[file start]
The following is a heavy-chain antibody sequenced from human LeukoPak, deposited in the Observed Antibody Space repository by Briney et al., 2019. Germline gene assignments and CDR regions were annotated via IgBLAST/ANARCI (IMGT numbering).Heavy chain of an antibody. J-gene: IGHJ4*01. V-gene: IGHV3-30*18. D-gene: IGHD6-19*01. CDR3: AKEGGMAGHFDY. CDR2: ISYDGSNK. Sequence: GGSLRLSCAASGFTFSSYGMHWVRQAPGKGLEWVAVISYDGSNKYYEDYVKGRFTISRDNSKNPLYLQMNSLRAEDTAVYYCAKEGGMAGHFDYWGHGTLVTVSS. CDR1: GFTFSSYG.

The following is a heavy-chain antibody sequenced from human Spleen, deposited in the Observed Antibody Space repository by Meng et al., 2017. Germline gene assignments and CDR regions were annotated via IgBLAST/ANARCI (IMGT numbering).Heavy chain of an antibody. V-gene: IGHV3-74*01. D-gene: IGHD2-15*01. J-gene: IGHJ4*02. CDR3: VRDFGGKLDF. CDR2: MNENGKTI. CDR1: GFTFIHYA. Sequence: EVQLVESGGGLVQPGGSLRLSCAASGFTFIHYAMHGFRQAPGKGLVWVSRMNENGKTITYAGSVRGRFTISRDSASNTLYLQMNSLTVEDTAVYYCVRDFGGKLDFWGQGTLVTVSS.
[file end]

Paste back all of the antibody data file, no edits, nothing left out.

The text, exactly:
The following is a heavy-chain antibody sequenced from human LeukoPak, deposited in the Observed Antibody Space repository by Briney et al., 2019. Germline gene assignments and CDR regions were annotated via IgBLAST/ANARCI (IMGT numbering).Heavy chain of an antibody. J-gene: IGHJ4*01. V-gene: IGHV3-30*18. D-gene: IGHD6-19*01. CDR3: AKEGGMAGHFDY. CDR2: ISYDGSNK. Sequence: GGSLRLSCAASGFTFSSYGMHWVRQAPGKGLEWVAVISYDGSNKYYEDYVKGRFTISRDNSKNPLYLQMNSLRAEDTAVYYCAKEGGMAGHFDYWGHGTLVTVSS. CDR1: GFTFSSYG.

The following is a heavy-chain antibody sequenced from human Spleen, deposited in the Observed Antibody Space repository by Meng et al., 2017. Germline gene assignments and CDR regions were annotated via IgBLAST/ANARCI (IMGT numbering).Heavy chain of an antibody. V-gene: IGHV3-74*01. D-gene: IGHD2-15*01. J-gene: IGHJ4*02. CDR3: VRDFGGKLDF. CDR2: MNENGKTI. CDR1: GFTFIHYA. Sequence: EVQLVESGGGLVQPGGSLRLSCAASGFTFIHYAMHGFRQAPGKGLVWVSRMNENGKTITYAGSVRGRFTISRDSASNTLYLQMNSLTVEDTAVYYCVRDFGGKLDFWGQGTLVTVSS.